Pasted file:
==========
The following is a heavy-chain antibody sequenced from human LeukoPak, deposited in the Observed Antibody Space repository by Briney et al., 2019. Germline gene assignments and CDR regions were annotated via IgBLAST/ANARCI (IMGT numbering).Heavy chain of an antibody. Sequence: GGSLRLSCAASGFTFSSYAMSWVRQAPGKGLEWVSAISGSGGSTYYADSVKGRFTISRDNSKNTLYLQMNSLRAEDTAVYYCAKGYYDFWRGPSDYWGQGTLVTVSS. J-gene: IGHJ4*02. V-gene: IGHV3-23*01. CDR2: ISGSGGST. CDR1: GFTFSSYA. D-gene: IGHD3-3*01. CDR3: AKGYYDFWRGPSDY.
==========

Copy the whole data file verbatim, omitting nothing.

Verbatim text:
The following is a heavy-chain antibody sequenced from human LeukoPak, deposited in the Observed Antibody Space repository by Briney et al., 2019. Germline gene assignments and CDR regions were annotated via IgBLAST/ANARCI (IMGT numbering).Heavy chain of an antibody. Sequence: GGSLRLSCAASGFTFSSYAMSWVRQAPGKGLEWVSAISGSGGSTYYADSVKGRFTISRDNSKNTLYLQMNSLRAEDTAVYYCAKGYYDFWRGPSDYWGQGTLVTVSS. J-gene: IGHJ4*02. V-gene: IGHV3-23*01. CDR2: ISGSGGST. CDR1: GFTFSSYA. D-gene: IGHD3-3*01. CDR3: AKGYYDFWRGPSDY.